*Please note that while Gerben Law Firm is not located in Nebraska, it can assist businesses from Nebraska in registering a federal trademark because it is a federal matter.
Gerben Law Firm was established in 2008 by trademark attorney Josh Gerben. Since that time, the experienced attorneys at Gerben Law Firm have successfully registered thousands of trademarks for businesses and individuals from all 50 states, including Nebraska. Whether you are opening a small business based in Seward or a large business in downtown Lincoln, Gerben Law Firm can provide you professional trademark representation.
Federal Trademark Registration For Your Business
Top 4 Questions Lincoln Businesses Have About Protecting a Trademark
- What is a trademark?
- A trademark shows that a product or service is associated with a specific business or brand. A trademark can protect words, colors, names, logos, and even sounds. Obtaining a trademark will allow the owner to use the mark freely, without the infringement of competitors.
- Do I need to hire a trademark attorney?
- While do-it-yourself options may exist, filing for a trademark is a detailed process, and many business owners taking this approach may have to file and re-file multiple times. In the long run, this will cost more time and money than if they had hired a trademark attorney. At Gerben Law Firm, our experienced attorneys will work with you to file your application correctly, at an affordable cost.
- How long is the process to register a trademark?
- Once you file your trademark application, it is reviewed by a trademark examiner. From start to finish, the process typically takes around 8-10 months, though in some cases, it may take longer. The date you file your trademark application, however, will most of the time become your priority date, meaning that another individual or business will not be able to file a similar mark for related goods or services after that date.
- What are International Classes?
- The United States Patent and Trademark Office (USPTO) has 47 different groups of goods and services known as International Classes. You may register for one class or several classes, depending on which goods and services you offer. If you are unsure about which classes to register for, contact an experienced attorney at Gerben Law Firm.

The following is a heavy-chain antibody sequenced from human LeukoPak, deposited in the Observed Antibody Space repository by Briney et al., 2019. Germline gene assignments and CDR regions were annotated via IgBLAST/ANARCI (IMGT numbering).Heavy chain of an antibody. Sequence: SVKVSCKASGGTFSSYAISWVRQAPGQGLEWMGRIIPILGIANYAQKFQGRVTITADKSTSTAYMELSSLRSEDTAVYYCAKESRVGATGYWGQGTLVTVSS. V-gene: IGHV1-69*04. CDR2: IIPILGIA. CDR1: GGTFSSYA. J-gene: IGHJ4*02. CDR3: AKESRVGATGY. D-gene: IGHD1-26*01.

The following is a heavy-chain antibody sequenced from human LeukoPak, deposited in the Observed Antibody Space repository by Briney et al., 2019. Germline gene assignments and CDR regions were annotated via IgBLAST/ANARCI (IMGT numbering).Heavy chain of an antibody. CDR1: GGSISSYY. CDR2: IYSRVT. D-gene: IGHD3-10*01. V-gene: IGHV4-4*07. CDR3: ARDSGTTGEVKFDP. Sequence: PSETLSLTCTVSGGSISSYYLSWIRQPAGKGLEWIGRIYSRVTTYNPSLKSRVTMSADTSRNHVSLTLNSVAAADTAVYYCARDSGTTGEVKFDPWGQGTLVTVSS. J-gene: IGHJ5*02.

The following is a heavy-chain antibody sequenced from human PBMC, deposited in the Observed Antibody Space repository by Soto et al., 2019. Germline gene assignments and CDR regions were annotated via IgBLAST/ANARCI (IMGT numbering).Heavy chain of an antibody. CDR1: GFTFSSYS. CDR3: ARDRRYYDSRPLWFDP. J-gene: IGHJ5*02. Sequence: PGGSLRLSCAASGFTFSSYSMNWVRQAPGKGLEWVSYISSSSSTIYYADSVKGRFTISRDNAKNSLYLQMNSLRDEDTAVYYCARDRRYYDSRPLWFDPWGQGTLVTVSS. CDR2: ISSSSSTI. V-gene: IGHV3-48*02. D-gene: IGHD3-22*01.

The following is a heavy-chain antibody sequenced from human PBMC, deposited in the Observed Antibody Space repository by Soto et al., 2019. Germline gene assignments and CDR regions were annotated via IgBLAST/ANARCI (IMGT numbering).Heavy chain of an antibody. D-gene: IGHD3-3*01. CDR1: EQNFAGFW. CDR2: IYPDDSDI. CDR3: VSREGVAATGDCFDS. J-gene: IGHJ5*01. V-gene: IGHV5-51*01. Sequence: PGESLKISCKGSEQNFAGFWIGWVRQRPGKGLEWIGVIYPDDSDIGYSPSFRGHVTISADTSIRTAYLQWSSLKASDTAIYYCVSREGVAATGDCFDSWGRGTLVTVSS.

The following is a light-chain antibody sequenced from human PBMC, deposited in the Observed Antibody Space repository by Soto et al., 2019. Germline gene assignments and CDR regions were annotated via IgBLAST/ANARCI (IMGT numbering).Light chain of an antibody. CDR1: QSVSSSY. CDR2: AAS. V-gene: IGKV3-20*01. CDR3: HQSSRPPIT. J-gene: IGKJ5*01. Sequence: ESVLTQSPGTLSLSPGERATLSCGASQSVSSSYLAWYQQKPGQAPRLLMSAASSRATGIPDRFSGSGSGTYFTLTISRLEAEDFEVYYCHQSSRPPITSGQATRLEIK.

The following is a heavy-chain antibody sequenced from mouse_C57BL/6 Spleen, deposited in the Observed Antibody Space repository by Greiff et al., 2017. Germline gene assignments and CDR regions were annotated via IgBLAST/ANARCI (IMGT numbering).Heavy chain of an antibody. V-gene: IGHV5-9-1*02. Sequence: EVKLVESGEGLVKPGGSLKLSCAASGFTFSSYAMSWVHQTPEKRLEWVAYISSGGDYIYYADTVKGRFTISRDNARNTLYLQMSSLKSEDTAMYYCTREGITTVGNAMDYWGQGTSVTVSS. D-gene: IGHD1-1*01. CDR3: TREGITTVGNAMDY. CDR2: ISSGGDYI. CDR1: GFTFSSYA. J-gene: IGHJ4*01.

- How do I know what classes I should file for?
- Deciding on what classes to file under is one of the many legal decisions made during the trademark application process. There are 47 different classes to choose from and some of them are not always obvious on their face. For example, music recordings and cell phone cases are in the same class. You should pick the classes that best fit the goods and services you are offering or plan to offer, but do not file in classes you do not intend to use.
Common Misunderstandings about Filing Trademarks for Lincoln Businesses
- I should wait to register my trademark until my business is established.
- Before you invest time and money into your new business, be sure that the investment is protected. The process to file for a trademark should ideally begin before you choose a name, create a logo, or brand products. Waiting to begin this crucial process could leave you to unknowingly infringe on another business, which could result in costly changes and legal fees.
- I should trademark my logo but copyright my business name.